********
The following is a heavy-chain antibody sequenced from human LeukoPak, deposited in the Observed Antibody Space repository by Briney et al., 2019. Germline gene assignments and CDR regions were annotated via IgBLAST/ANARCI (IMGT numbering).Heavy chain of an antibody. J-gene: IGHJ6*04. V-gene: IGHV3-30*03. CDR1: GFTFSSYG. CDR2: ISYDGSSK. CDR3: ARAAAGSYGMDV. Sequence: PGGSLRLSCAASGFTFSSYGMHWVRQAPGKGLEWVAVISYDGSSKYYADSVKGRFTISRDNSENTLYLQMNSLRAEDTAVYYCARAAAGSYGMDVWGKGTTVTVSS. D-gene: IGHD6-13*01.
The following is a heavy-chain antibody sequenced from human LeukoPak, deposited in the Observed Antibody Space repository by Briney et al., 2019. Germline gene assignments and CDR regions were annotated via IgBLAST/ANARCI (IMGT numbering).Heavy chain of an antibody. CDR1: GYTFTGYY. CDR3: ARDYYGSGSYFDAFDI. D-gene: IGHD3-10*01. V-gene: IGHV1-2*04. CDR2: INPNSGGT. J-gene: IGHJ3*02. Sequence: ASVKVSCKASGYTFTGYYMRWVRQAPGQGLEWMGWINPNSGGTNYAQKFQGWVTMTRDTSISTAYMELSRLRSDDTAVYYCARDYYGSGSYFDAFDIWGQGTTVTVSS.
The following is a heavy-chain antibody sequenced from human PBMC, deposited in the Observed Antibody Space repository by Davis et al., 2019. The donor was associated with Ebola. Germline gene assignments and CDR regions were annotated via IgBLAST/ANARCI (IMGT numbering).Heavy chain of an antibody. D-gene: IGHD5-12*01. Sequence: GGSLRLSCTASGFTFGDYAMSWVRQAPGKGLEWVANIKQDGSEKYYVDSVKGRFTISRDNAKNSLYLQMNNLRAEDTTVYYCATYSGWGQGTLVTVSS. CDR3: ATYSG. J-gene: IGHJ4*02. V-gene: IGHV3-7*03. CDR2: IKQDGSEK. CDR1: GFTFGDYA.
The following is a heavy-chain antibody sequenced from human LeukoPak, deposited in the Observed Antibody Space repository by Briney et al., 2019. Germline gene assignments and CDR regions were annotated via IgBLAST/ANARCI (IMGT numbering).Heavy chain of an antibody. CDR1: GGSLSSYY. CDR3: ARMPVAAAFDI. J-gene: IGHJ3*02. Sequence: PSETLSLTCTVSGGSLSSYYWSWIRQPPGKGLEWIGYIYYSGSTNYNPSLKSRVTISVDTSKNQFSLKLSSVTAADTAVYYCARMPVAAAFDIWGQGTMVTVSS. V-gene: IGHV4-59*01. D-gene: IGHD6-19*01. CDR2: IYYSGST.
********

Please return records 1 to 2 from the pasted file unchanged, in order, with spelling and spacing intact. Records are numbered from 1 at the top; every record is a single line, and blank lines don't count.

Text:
The following is a heavy-chain antibody sequenced from human LeukoPak, deposited in the Observed Antibody Space repository by Briney et al., 2019. Germline gene assignments and CDR regions were annotated via IgBLAST/ANARCI (IMGT numbering).Heavy chain of an antibody. J-gene: IGHJ6*04. V-gene: IGHV3-30*03. CDR1: GFTFSSYG. CDR2: ISYDGSSK. CDR3: ARAAAGSYGMDV. Sequence: PGGSLRLSCAASGFTFSSYGMHWVRQAPGKGLEWVAVISYDGSSKYYADSVKGRFTISRDNSENTLYLQMNSLRAEDTAVYYCARAAAGSYGMDVWGKGTTVTVSS. D-gene: IGHD6-13*01.
The following is a heavy-chain antibody sequenced from human LeukoPak, deposited in the Observed Antibody Space repository by Briney et al., 2019. Germline gene assignments and CDR regions were annotated via IgBLAST/ANARCI (IMGT numbering).Heavy chain of an antibody. CDR1: GYTFTGYY. CDR3: ARDYYGSGSYFDAFDI. D-gene: IGHD3-10*01. V-gene: IGHV1-2*04. CDR2: INPNSGGT. J-gene: IGHJ3*02. Sequence: ASVKVSCKASGYTFTGYYMRWVRQAPGQGLEWMGWINPNSGGTNYAQKFQGWVTMTRDTSISTAYMELSRLRSDDTAVYYCARDYYGSGSYFDAFDIWGQGTTVTVSS.